Immediately, I was happy that the alarm had NOT been delayed. The unit was quite smoky, and the smoke was starting to bank down to about shoulder height. I found the charge nurse, and asked her for report. She reported that every patient had been accounted for, and every one was presently in the day room, with two sets of smoke doors between them and the fire room. One of the patients had, somehow, ignited his mattress, and then things got exciting.

The security supervisor and I did another sweep of each room, double checking that nobody was on a floor, or draped over some furniture. Happily, nobody but the two of us was there. Oh, yes: the two of us and the first due engine company.

The firefighters trundled the smoking mattress out of the unit and into our alley, whereupon they performed a sort of urban baptism ceremony, pouring The Healing Waters Of Engine 56 upon the Sinning Mattress.

The next morning I had a stern chat with my boss, and the phrases “NFPA standards” and “fire code for health care facilities” were flung about. Along with the observation that the reported SOP was ABSOLUTELY inconsistent with the prevailing standard of care.

Duty · Having A Good Partner Is Very Important! · Life in Da City! · Pains in my Fifth Point of Contact

Phone calls that make you go”WTAF??!!”

So, TINS, TIWFDASL as a nursing supervisor in a small hospital in Da City. I had checked our afternoon staffing, and accounted for all the staff. I had wandered around, meeting and greeting my staff, and made arrangements such that everybody could eat. I checked in with security, and, as usual, there was nothing happening.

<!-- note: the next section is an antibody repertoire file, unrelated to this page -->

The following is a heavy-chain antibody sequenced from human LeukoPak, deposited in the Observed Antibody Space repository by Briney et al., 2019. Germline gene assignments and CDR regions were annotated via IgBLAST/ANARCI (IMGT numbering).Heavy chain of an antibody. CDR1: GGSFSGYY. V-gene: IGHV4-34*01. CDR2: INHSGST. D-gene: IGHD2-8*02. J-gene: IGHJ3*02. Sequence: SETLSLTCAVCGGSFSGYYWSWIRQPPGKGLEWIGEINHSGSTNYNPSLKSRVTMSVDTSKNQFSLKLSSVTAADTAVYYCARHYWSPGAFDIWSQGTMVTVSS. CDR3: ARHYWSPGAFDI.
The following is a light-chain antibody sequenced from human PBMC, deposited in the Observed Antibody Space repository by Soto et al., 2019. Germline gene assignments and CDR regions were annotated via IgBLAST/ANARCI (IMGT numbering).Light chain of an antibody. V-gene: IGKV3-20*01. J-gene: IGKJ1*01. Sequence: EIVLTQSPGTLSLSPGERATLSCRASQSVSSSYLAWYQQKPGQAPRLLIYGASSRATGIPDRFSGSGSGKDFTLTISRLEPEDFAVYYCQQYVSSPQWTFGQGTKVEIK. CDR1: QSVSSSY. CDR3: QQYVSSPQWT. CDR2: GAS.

I was back in the nursing office, completing some paperwork or other, and received a call from the switchboard. The operator informed me that Channel 69 news was calling, asking about some patient who had fallen out of a window at our facility. I told the operator to send the call to me, and stat call the security supervisor to meet me in my office, RFN.

The call was odd. (Now THAT is a surprise, idn’t it?) The caller identified herself as a reporter for one of the local stations, and that they had received a report that a patient had fallen from a window, and landed on a roof of part of our building. I responded that this was inaccurate. I knew this to be inaccurate because, in the event that such a thing had occurred, the staff would call me immediately, no such call had been placed, therefore no such thing had happened.

We concluded our conversation, and I turned to my friend the security supervisor. I asked him to immediately inspect our roofs, either in person or with one of his officers doing so in person, and ascertain the absence of anybody (or, any body) on any of our roofs. He hopped right to it.